Step three: Benchmark your jobs
Next, it’s time to compare the information you gathered in the first two steps. Where possible, benchmark your job roles against the market data you’ve collected; however, it’s important to note that this simply won’t be possible for every role, as you’ll come up against incomplete data, especially when it comes to competitors’ salaries.
As a result, consider establishing “benchmark jobs” within your organization, from which you can gauge your overall competitiveness. Select roles with the clearest data and use these as markers for the rest of your findings.
Step four: Assess your internal equity
Use your benchmarking to also assess the internal equity of your pay structure: not just against external measures, but also within teams and between similar roles. Are people with long tenures being rewarded appropriately? Do your base salaries align across roles of similar seniority? Are any departments or individuals coming off worse in comparison with others?
Asking the hard questions about your findings is the best way to identify any discrepancies or inequalities, and gather the information you need to change things for the better.
You can also use these findings to create salary ranges for each position, which give you scope to take into account factors like experience, training, and performance when offering promotions, pay increases, or positions to new employees.
Step five: Forecast adjustments
Based on what you’ve found, summarize any adjustments that would bring you more in line with your market data or correct any discrepancies you’ve identified between teams or equivalent roles. By drawing up a full forecast before you make any changes, you can assess the likely impact on your budgets and whether you can alter things immediately or as part of an ongoing process to achieve greater equity.
It’s important to apply this forecast to future roles or those you’re advertising now, so that you can update your salary ranges and ensure everything matches up.
Analysis and beyond: Making use of your data
With your salary analysis complete, it’s time to implement changes and communicate those to your managers and teams. Making this process as transparent as possible will maintain trust among your people and support a positive company culture.
It’s important that you continue to carry out compensation analysis at regular intervals after your first assessment. That way, you can respond to market and organizational changes and be confident that your compensation structure remains competitive, equitable, and conducive to optimizing your performance.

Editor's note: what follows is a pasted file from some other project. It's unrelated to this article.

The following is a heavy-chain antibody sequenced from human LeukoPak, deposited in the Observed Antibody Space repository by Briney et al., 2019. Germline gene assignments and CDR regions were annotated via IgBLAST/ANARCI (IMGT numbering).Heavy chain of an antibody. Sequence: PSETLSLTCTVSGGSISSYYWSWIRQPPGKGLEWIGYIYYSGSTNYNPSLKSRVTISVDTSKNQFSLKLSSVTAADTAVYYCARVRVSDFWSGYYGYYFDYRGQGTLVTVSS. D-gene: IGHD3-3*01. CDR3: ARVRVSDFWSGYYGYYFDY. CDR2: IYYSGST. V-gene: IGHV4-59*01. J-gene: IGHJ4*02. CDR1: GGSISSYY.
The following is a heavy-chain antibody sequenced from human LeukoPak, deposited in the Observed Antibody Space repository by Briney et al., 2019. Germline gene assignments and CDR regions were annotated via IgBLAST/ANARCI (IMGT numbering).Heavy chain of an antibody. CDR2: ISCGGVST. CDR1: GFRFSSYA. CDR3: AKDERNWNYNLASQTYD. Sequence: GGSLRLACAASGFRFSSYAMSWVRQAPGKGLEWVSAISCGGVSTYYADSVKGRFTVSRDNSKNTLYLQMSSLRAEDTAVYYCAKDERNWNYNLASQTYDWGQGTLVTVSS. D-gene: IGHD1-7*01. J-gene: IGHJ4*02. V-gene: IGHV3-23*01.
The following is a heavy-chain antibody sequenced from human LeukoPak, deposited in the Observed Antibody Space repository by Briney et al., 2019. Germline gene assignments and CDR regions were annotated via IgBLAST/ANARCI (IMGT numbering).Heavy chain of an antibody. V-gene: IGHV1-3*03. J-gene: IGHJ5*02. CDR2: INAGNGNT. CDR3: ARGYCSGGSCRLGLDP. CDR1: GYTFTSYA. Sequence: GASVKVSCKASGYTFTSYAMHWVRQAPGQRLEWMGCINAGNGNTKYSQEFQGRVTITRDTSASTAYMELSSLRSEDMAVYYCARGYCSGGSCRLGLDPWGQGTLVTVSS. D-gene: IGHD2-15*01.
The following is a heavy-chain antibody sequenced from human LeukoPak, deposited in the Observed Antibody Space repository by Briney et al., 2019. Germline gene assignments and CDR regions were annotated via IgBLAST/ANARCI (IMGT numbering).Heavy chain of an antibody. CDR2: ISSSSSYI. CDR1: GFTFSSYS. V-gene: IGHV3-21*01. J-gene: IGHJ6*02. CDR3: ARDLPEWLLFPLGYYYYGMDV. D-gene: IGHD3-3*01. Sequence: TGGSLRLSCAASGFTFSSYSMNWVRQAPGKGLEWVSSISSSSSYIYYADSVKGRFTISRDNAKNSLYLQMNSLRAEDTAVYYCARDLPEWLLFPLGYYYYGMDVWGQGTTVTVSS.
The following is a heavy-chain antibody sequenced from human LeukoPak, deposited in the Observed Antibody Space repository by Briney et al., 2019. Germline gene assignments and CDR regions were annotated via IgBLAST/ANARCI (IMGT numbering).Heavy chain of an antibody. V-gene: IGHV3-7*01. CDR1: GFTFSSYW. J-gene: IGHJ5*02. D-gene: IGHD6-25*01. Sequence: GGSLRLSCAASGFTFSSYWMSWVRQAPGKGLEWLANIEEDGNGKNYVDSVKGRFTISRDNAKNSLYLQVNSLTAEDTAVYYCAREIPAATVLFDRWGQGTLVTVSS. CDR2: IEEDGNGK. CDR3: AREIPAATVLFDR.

Compensation analysis template
Done correctly, a compensation analysis will help you attract and retain top talent, promote pay equity, and optimize resource allocation in your organization.
Based on the steps above, you can follow this compensation analysis example to begin assessing the equity and competitiveness of your existing pay structure.
Internal data collection
(When collecting your internal data, it’s important to include demographic data such as age, gender, and ethnicity, so that you can conduct a thorough analysis and ensure that no one is suffering from pay discrimination.)
|Current base salary|
|Benefits/commissions (where applicable)|
|Last year’s salary adjustment|
|Proposed salary range or band|
|External data comparison|
|Average base salary|
|Percentage variance from your current compensation|
|Specific jobs that require adjustment|
|Global salary adjustment proposals|
Compensation analysis and HR tech
Depending on the size of your organization, carrying out a compensation analysis manually can be an incredibly time-consuming process. Not only is there a wide range of data to gather from managers, HR systems, and finance teams, but collating, entering, and then analyzing that data can also quickly become a real-time sink.
That’s where compensation management software comes in. It lightens your workload by displaying compensation data in a central dashboard and by making it easy to import and export data and visualize the impact of different adjustments.
Compensation and HR tech go hand in hand because of this functionality, and because it makes sense to carry out your compensation analysis within the system that holds all of your key people data. Look for a tool that can make life easier for you and which can unlock the kind of salary insights that help you support your business’s future growth and success.
Compensation analysis: The information you need to make positive change
Carrying out a compensation analysis is an important step for any business, allowing you to gather precise insights regarding your current salary structure, map it against external measures, and make sure you are being consistent and equitable with all of your people.
By being transparent and open about your compensation, benefits, and perks, you can build a positive company culture that supports employee wellbeing, driving higher retention rates and greater productivity. With the right HR tech by your side, carrying out regular, in-depth compensation analysis is easy.